An Actor’s Take on Moviemaking

Academy Award winning actor Michael Caine, internationally acclaimed for his talented performances in movies for over twenty-five years, shares his personal insights into the
art and science of film acting.

Based on the BBC Master Class Series

The Daily Mail

“Caine knows so much, not just about acting, but about the whole business of filmmaking. Don’t think of this as too esoteric or for actors only. You’ll be laughing, absorbed and enchanted.”

The Daily Telegraph

“Love scenes on film will never be
the same …”

The Sunday Times

“Witty, articulate and always entertaining, Michael Caine takes
the nuts and bolts of film acting
to pieces and gives away more
trade secrets in the process
than you thought existed.”

The Observer

“Caine demonstrates how
sheer technique can mutate into
something meaningful and moving”

London Evening Standard

“A serious, but entertaining, insight into the mechanics of acting.”


MICHAEL CAINE’s international reputation
as a top-ranking actor makes him eminently qualified to impart words of wisdom to others about his craft. He holds an Academy Award for Best Supporting Actor for the film, “Hannah and
Her Sisters” (1986), and was nominated for an Oscar
for three films prior to that: for “Alfie” (1966),
“Sleuth” (1972), and “Educating Rita” (1983).
The subject of a major profile on CBS-TV’s “60 Minutes,”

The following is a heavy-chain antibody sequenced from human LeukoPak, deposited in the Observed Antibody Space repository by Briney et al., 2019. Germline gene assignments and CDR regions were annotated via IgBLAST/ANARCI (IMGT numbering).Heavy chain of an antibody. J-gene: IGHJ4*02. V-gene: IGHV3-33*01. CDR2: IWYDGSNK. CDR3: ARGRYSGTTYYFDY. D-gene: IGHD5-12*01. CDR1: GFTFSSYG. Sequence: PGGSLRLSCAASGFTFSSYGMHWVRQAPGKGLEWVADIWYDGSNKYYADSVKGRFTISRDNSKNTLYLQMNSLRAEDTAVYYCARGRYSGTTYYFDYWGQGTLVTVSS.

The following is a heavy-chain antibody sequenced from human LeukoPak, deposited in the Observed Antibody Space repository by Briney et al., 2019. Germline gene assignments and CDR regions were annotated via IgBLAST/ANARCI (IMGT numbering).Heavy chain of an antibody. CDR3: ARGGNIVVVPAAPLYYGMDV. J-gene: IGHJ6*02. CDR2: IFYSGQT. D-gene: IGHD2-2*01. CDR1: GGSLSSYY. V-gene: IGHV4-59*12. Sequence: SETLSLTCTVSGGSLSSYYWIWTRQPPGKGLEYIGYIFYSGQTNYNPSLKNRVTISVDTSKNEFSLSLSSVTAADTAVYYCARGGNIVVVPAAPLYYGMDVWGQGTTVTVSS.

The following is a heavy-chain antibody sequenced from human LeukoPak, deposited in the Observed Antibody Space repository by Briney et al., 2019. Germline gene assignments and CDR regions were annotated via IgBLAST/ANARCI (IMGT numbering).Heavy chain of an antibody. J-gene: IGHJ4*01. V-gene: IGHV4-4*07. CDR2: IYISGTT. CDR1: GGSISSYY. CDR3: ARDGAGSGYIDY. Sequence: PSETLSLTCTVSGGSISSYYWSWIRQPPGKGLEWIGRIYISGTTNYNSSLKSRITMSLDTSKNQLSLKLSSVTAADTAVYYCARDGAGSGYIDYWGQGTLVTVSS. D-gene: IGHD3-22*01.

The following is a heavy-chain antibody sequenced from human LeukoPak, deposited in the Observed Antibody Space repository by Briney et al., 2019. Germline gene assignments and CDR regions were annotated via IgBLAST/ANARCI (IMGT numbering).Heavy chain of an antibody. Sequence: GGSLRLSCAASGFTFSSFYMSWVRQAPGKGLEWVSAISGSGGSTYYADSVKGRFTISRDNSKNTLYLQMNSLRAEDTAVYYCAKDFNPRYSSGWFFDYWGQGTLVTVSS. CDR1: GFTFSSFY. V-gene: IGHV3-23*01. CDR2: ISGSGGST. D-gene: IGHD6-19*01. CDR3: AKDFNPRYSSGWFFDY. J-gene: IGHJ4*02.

he has more than 66 films to his credit, and is acknowledged worldwide for his versatility and his remarkable ability to consistently deliver top quality performances in his many acting endeavors.

Born in London, Michael Caine appeared on the British stage,
in stock companies, and on British television before making
his name in the motion picture world. Among Caine’s films
are “Funeral in Berlin” (1966); “The Eagle Has Landed” (1975); “California Suite” (1978); “Deathtrap” (1982); “Sweet Liberty” (1985); “Without a Clue” (1988); “Dirty Rotten Scoundrels” (1988), “A Shock to the System” (1990);
and “Bullseye” (1990).

In 1988 he returned to television for the first time in 24 years to star in CBS-TV’s four-hour mini-series, “Jack the Ripper,” which,
in Britain, was surpassed in viewership only by the Royal Wedding of Prince Charles. In 1989 Caine starred in the heralded ABC-TV production “Jekyll and Hyde.”